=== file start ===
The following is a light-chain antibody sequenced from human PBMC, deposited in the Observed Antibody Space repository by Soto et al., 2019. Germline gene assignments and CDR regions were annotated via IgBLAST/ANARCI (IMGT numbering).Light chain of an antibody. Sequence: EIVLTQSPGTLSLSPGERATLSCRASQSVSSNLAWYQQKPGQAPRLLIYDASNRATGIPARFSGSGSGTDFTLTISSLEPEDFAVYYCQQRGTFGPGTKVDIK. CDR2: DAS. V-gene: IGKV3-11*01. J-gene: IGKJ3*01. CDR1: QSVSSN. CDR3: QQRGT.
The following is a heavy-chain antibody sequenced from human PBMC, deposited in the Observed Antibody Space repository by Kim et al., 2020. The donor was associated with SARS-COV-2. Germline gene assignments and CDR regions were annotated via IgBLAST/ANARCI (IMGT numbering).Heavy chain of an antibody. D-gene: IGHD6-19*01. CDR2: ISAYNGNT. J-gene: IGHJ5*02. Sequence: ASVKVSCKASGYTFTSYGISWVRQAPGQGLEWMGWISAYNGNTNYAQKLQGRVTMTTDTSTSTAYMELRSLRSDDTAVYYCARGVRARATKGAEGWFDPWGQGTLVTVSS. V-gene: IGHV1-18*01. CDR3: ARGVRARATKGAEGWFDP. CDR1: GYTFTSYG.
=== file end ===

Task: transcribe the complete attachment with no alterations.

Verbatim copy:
The following is a light-chain antibody sequenced from human PBMC, deposited in the Observed Antibody Space repository by Soto et al., 2019. Germline gene assignments and CDR regions were annotated via IgBLAST/ANARCI (IMGT numbering).Light chain of an antibody. Sequence: EIVLTQSPGTLSLSPGERATLSCRASQSVSSNLAWYQQKPGQAPRLLIYDASNRATGIPARFSGSGSGTDFTLTISSLEPEDFAVYYCQQRGTFGPGTKVDIK. CDR2: DAS. V-gene: IGKV3-11*01. J-gene: IGKJ3*01. CDR1: QSVSSN. CDR3: QQRGT.
The following is a heavy-chain antibody sequenced from human PBMC, deposited in the Observed Antibody Space repository by Kim et al., 2020. The donor was associated with SARS-COV-2. Germline gene assignments and CDR regions were annotated via IgBLAST/ANARCI (IMGT numbering).Heavy chain of an antibody. D-gene: IGHD6-19*01. CDR2: ISAYNGNT. J-gene: IGHJ5*02. Sequence: ASVKVSCKASGYTFTSYGISWVRQAPGQGLEWMGWISAYNGNTNYAQKLQGRVTMTTDTSTSTAYMELRSLRSDDTAVYYCARGVRARATKGAEGWFDPWGQGTLVTVSS. V-gene: IGHV1-18*01. CDR3: ARGVRARATKGAEGWFDP. CDR1: GYTFTSYG.